K11 MUSEA Street Art: The Whimsical World of Bao Ho

Bao Ho,阿法奇朵,2019,油漆,300 × 340 厘米。圖片由K11 MUSEA提供。
“Queen of Hong Kong Street Art” Bao Ho sharing her artistic journey with us
Bao Ho’s finished work for HKWalls, an event which brings local and international talent to the city to transform large exterior walls into original works of art.
Bao Ho’s work for K11 Musea
CoBo Social Design and Architecture

Continuing our mini-series focusing on Hong Kong street artists who were handpicked to create new works in the recently unveiled K11 MUSEA, we sit down with “Queen of Hong Kong Street Art”—Bao Ho—to learn more about how this creative soul came to discover street art in Milan, and rediscover herself in the process.

INTERVIEW: Denise Tsui
IMAGES: Courtesy K11 Musea

“Queen of Hong Kong Street Art” Bao Ho sharing her artistic journey with us


It was while traveling that you discovered street art. What spurred that life-changing trip?

I was a graphic designer for about six or seven years. Back then in Hong Kong, design work was really just what the boss gave you. So it’s not really creative work for me. I developed depression in that time, so I quit my job and decided to travel.

My first stop was Australia where I had applied for a working holiday visa. I stayed there for one year because heading to Taiwan then Europe. It was in Italy, in Milan, that I started to do street art. In this time, to make ends meet, I was busking—playing music, selling artworks, and drawing caricatures.


How did you end up meeting street artists and getting involved in street art Milan?

Well, that is quite funny actually. I met a guy in Australia. I was waiting to cross the road with a work in my hand. He was also waiting and I started to check out the work I guess, because he started to ask, “Is that your work?” So that’s how we became friends. When I left Australia to continue travelling, he was always returning to Italy. He suggested I visit, and then introduced me to some of his friends.

They invited me to join them in a mural painting event. It was in a small town near a train station. There was some 40 graffiti artists at least, all buff, cool looking boys, listening to hip hop music and spraying paint. Then there was me. I was the only girl and the only artist using brushes and acrylic paint. It was my first time painting a mural and they gave me a wall right in the center!


What happened after you returned to Hong Kong? Did you know by now you wanted to pursue street art as a career path?

I came back to Hong Kong sometime in 2014 and was still thinking about getting a full time design job and was sending applications out. During one interview, the interviewer saw my portfolio and asked why did I not try to make mural painting my job. He then introduced me to some friends, and that’s how I met the organizers of HK Walls. In 2015, I joined the Secret Wall art battle and to my surprise, I won. South China Morning Post then interviewed me, nicknamed me the “Queen of Hong Kong Street Art”. After that, people began contacting me for projects and commissions. And so, painting murals slowly became my full time job!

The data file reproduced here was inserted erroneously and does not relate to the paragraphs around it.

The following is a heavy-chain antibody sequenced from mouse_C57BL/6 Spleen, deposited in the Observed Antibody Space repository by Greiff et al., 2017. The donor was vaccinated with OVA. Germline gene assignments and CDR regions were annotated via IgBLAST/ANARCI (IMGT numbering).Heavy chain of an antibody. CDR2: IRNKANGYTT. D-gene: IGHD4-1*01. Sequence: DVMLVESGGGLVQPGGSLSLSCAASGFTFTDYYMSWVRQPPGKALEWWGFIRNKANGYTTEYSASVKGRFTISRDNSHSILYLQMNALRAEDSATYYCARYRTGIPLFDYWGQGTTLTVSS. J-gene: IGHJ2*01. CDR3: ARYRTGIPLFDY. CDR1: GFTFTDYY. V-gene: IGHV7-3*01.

Bao Ho’s finished work for HKWalls, an event which brings local and international talent to the city to transform large exterior walls into original works of art.


Your style is very whimsical and reflects cartoons and fairy tales but they also contain darker, adult elements much like how true fairy tales have two versions. When did you discover you liked to draw? Where do you find your inspiration?

I’ve liked drawing since I was a kid. In high school I started reading Japanese manga and watching animations. That’s why you will see those stylistic influences in my work. I like to mix different elements, and add in things from my imagination. I like drawing cute things, because I would like to share happiness to people. I really think street art is for the community, so it’s better to create something that people will like. At the same time, I like to put some darker elements into my work, because that’s really more reflective of real life.


Could you tell us about the work you created for K11 MUSEA? Your mural is titled Affogato, after the Italian coffee dessert. How did this come about?

I think everyone has some childish side, only that, when you grow up, you have to hide it. So for me, it’s like hiding under water. That’s why in Affogato, you see some big characters in the middle of water.

The name arose as I was thinking about how ice cream is like kids and coffee is like adults. Put it together and you both get a kid and adult thing in one, an affogato. It’s actually one of the first times I’ve liked the name of my work!

For the colours, I didn’t want to make it too bright. I chose harmony. I don’t think street art always has to be something very strong and bold in colours. I chose the green because of its complementary contrast to the pink. Again, like a kid and an adult, it’s like they don’t match but then you can put them together and it works.


Bao Ho’s work for K11 Musea


If you could paint on any surface, any size, anywhere in the world, what or where would this be?

The outside of an airplane! But I want to have the whole airplane, and one that’s really flying. I’ve seen it done but only with retired planes. I think it would be very cool.




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